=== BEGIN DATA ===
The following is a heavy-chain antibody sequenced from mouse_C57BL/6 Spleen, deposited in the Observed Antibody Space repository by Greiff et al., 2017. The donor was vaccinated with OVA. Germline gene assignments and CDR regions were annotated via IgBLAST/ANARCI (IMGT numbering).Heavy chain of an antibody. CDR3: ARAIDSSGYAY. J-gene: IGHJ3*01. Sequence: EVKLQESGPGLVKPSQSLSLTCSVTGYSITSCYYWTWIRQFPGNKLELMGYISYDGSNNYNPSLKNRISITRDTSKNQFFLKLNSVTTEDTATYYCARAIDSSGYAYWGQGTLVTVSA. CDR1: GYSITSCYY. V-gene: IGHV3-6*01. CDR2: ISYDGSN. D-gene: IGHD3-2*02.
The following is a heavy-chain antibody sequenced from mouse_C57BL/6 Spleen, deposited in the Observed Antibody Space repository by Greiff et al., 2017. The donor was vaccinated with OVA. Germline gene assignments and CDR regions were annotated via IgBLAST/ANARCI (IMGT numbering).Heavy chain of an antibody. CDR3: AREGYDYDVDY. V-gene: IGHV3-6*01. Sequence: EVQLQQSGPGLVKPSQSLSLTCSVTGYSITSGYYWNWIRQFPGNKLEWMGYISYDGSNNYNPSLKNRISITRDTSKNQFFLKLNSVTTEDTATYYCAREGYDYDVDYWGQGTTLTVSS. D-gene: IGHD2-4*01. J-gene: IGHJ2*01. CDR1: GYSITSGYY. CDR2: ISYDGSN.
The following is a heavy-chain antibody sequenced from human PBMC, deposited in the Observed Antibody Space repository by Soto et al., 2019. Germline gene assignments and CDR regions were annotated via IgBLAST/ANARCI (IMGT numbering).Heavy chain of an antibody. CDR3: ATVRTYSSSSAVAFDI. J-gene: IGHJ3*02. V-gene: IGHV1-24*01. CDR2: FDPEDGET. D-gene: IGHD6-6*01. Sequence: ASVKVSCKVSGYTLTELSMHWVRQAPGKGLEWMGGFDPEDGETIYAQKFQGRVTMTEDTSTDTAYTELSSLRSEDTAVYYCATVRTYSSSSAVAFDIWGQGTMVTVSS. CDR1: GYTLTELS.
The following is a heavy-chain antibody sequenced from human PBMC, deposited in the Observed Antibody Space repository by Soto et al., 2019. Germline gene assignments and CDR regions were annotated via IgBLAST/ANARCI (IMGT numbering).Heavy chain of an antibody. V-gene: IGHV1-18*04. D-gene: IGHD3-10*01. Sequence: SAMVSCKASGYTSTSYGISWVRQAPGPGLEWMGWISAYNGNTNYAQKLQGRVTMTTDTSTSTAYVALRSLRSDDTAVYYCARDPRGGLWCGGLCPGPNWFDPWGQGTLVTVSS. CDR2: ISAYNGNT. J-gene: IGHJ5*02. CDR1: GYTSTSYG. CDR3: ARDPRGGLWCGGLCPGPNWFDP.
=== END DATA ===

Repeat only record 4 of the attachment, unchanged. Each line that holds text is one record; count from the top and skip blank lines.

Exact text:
The following is a heavy-chain antibody sequenced from human PBMC, deposited in the Observed Antibody Space repository by Soto et al., 2019. Germline gene assignments and CDR regions were annotated via IgBLAST/ANARCI (IMGT numbering).Heavy chain of an antibody. V-gene: IGHV1-18*04. D-gene: IGHD3-10*01. Sequence: SAMVSCKASGYTSTSYGISWVRQAPGPGLEWMGWISAYNGNTNYAQKLQGRVTMTTDTSTSTAYVALRSLRSDDTAVYYCARDPRGGLWCGGLCPGPNWFDPWGQGTLVTVSS. CDR2: ISAYNGNT. J-gene: IGHJ5*02. CDR1: GYTSTSYG. CDR3: ARDPRGGLWCGGLCPGPNWFDP.